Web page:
I’ve always been a firm believer that all you need for a workout is a pair of sneakers and a good sports bra. But now that I'm in my fifth week of staying home, my daily living room HIIT training sessions have become a bit repetitive and boring — not to mention annoying to my downstairs neighbors. So I'm ready to switch up my routine by incorporating some exercise equipment.
Since my apartment can’t fit a Peloton or treadmill (nor can my bank account stomach one), I’m looking for affordable workout items that will help me sweat/shake off my existential dread and that I can throw into my closet when I’m done. “Every trainer has kettlebells, dumbbells, a skipping rope, and a yoga mat in their home,” Nike Master trainer Jennifer Lau, co-owner of Fit Squad in Toronto, tells me. And a timer to keep track of intervals "so you don’t get distracted,” she adds, noting motivation can be hard to come by in these upside-down times.
If you are having trouble sticking to your workouts because every day is melting into one, Toronto-based fitness coach Beverley Cheng recommends scheduling your sessions like you would your daily 9:30 a.m. Zoom meetings with your boss. Or find an online community; many instructors are now offering classes on Instagram.
But first, get that gear. Here’s my roundup of the best affordable exercise equipment for at-home workouts, and how to use them.
Gliders are sneaky: They look really fun (because they are slippery and slide across the floor!), but they go from zero to 100. Why? They force the body to use a different movement pattern than it's used to — think a traditional reverse lunge where you step back and down versus one with a glider in which you slide the foot back — so you're engaging different muscles. The slippery bottoms are also destabilizing, so the body is constantly under tension. Which is a good thing: “The longer your muscle is under tension, the harder it’s working because there’s no rest,” says Lau. Her go-to exercise? A plank to pike to work your core and upper body: Start in a plank with straight arms, pike your hips up in the air and slide your feet as close as possible to your hands and release down again. Repeat.
Yoga mats aren't just for yoga. Turns out I should have been doing my HIIT training on my mat all along. “It provides a little bit of cushion, says Cheng — both for your neighbors below and your joints. You should also be using your mat to stretch (especially your hip flexors, which are tight from all that sitting), for a minimum seven to 10 minutes, at the beginning of each workout. “Think of your muscles like a rubber band that you've thrown into the freezer,” says Lau. “If you just start working out without stretching, imagine what you’re doing to that rubber band.”
There are different types of resistance bands — circular or those with handles. Both follow the same principle: “They increase the tension of the muscle as you go through the range of the exercise,” says Cheng. Why is that a good thing? "It makes the muscle work the entire time so there’s no part where you can slack.” Cheng loves using circular bands for leg work, like squats or side-steps. Remember: "You always want to be driving your knees against the band, so you’re engaging those glute muscles."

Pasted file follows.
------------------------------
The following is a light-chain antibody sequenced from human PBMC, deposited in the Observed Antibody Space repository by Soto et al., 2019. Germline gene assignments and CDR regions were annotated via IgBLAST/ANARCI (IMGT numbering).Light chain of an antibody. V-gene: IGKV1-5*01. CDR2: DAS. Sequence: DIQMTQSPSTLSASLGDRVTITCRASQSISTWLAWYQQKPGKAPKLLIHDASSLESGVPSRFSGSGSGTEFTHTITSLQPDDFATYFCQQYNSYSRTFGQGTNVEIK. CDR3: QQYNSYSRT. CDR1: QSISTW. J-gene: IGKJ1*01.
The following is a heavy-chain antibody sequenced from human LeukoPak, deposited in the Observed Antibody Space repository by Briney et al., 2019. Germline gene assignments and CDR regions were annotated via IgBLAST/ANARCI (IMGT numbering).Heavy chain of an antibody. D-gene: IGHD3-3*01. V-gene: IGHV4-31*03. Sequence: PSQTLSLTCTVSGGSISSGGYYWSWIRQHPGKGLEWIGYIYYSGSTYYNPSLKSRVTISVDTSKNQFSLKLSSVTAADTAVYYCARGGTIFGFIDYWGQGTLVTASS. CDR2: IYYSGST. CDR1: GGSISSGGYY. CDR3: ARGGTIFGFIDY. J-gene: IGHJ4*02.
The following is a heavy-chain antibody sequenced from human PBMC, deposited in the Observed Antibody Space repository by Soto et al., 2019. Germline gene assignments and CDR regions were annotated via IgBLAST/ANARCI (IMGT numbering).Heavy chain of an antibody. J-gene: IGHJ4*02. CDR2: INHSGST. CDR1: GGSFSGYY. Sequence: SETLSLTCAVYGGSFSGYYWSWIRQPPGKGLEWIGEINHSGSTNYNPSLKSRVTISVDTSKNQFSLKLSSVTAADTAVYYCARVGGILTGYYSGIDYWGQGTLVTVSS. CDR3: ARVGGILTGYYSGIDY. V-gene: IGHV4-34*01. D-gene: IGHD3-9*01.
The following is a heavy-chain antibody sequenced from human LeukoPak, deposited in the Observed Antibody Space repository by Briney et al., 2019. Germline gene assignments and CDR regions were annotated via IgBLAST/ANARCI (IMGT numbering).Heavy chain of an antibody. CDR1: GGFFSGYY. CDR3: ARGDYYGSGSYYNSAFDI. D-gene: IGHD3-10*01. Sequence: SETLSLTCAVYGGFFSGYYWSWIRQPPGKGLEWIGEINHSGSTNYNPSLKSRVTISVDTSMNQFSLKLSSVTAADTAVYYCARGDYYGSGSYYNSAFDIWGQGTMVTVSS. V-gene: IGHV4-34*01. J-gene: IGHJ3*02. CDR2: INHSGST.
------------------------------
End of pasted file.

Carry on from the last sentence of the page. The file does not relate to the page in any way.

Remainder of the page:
“We usually neglect the muscles that we can’t see in the mirror. So the kettlebell swing is a good go-to,” says Lau of her favorite exercise with these multi-purpose weighted bells. (Their off-center gravity makes them harder to control than dumbbells; but you can also use them for many of the same exercises you would weights). “With kettlebell swings, she adds, “all the power is coming from your hips, so you’re using your glutes and your hamstrings.”
Here’s how to properly pull off a swing: Stand with your feet shoulder-width apart and place the kettlebell in front of you. Hinge at the hips and reach for the kettlebell with both hands. Tilt the kettlebell slightly towards you with arms straight. Hike the kettlebell back between your legs and explode through the hips to standing, locking your knees and engaging your glutes at the top of your swing (your arms should go no higher than your shoulders). Inhale to hike the kettlebell back between your legs by hinging at the hips.
If you’re as sick of jogging as I am, jumping rope is a great cardio alternative. It also works your shoulders a bit (but if you want some extra burn, fit jump roping into a workout circuit with shoulder presses and pushups and you’ll really feel those delts). It’s also easy to mix it up: You can jump nice and slow for 20 minutes straight, or play with intervals (like tabata, 20 seconds fast, 10 seconds off), or pace (try 20 double-unders and rest for 10 seconds and repeat).
Like gliders, an exercise ball adds instability to your movement, engaging the entire body. There are countless exercises you can use it for, but Cheng’s go-to is a forearm plank: Rest forearms on the ball and feet on the ground and hold the plank for 30-60 seconds.
Most of us probably already have a pair of dumbbells. If your pair is lighter than you might lift at the gym — for example, I have a pair of eight-pounders at home, but prefer 10 to 15 pound free weights for arm exercises — make sure you incorporate higher reps to exhaust that muscle (exhaustion equals growth). That’s about 12-15 reps and three sets, says Lau, who also recommends working unilateral movements (one arm or one leg at a time) into your routine, or slowing down your bicep curls and shoulder presses to keep the muscle under tension for longer. Faster doesn't always equal better.